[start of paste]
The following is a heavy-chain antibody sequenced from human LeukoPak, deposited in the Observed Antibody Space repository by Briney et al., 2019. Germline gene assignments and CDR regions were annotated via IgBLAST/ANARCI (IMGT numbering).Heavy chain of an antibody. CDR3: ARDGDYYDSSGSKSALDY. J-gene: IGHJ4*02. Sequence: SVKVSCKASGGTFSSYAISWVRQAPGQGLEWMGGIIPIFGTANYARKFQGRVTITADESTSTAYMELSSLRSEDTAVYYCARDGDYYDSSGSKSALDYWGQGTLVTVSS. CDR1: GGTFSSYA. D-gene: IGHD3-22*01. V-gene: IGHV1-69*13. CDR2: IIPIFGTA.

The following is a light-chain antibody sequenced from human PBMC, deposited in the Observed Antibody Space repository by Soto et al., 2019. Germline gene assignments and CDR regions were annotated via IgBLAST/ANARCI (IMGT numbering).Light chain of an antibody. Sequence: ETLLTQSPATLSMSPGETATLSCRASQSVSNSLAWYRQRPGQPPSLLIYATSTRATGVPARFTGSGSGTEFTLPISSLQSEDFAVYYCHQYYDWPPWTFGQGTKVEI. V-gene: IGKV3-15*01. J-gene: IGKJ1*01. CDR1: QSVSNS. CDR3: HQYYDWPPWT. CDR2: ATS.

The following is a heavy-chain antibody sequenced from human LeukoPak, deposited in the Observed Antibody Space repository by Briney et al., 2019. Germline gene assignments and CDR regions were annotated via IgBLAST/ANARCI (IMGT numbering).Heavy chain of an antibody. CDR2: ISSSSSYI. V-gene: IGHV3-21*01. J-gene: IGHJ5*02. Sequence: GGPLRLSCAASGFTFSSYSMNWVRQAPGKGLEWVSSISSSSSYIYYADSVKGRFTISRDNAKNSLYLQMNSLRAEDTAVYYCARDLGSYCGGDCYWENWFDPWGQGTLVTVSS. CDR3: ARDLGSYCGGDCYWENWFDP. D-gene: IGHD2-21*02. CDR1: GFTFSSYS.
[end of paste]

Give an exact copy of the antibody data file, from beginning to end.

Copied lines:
The following is a heavy-chain antibody sequenced from human LeukoPak, deposited in the Observed Antibody Space repository by Briney et al., 2019. Germline gene assignments and CDR regions were annotated via IgBLAST/ANARCI (IMGT numbering).Heavy chain of an antibody. CDR3: ARDGDYYDSSGSKSALDY. J-gene: IGHJ4*02. Sequence: SVKVSCKASGGTFSSYAISWVRQAPGQGLEWMGGIIPIFGTANYARKFQGRVTITADESTSTAYMELSSLRSEDTAVYYCARDGDYYDSSGSKSALDYWGQGTLVTVSS. CDR1: GGTFSSYA. D-gene: IGHD3-22*01. V-gene: IGHV1-69*13. CDR2: IIPIFGTA.

The following is a light-chain antibody sequenced from human PBMC, deposited in the Observed Antibody Space repository by Soto et al., 2019. Germline gene assignments and CDR regions were annotated via IgBLAST/ANARCI (IMGT numbering).Light chain of an antibody. Sequence: ETLLTQSPATLSMSPGETATLSCRASQSVSNSLAWYRQRPGQPPSLLIYATSTRATGVPARFTGSGSGTEFTLPISSLQSEDFAVYYCHQYYDWPPWTFGQGTKVEI. V-gene: IGKV3-15*01. J-gene: IGKJ1*01. CDR1: QSVSNS. CDR3: HQYYDWPPWT. CDR2: ATS.

The following is a heavy-chain antibody sequenced from human LeukoPak, deposited in the Observed Antibody Space repository by Briney et al., 2019. Germline gene assignments and CDR regions were annotated via IgBLAST/ANARCI (IMGT numbering).Heavy chain of an antibody. CDR2: ISSSSSYI. V-gene: IGHV3-21*01. J-gene: IGHJ5*02. Sequence: GGPLRLSCAASGFTFSSYSMNWVRQAPGKGLEWVSSISSSSSYIYYADSVKGRFTISRDNAKNSLYLQMNSLRAEDTAVYYCARDLGSYCGGDCYWENWFDPWGQGTLVTVSS. CDR3: ARDLGSYCGGDCYWENWFDP. D-gene: IGHD2-21*02. CDR1: GFTFSSYS.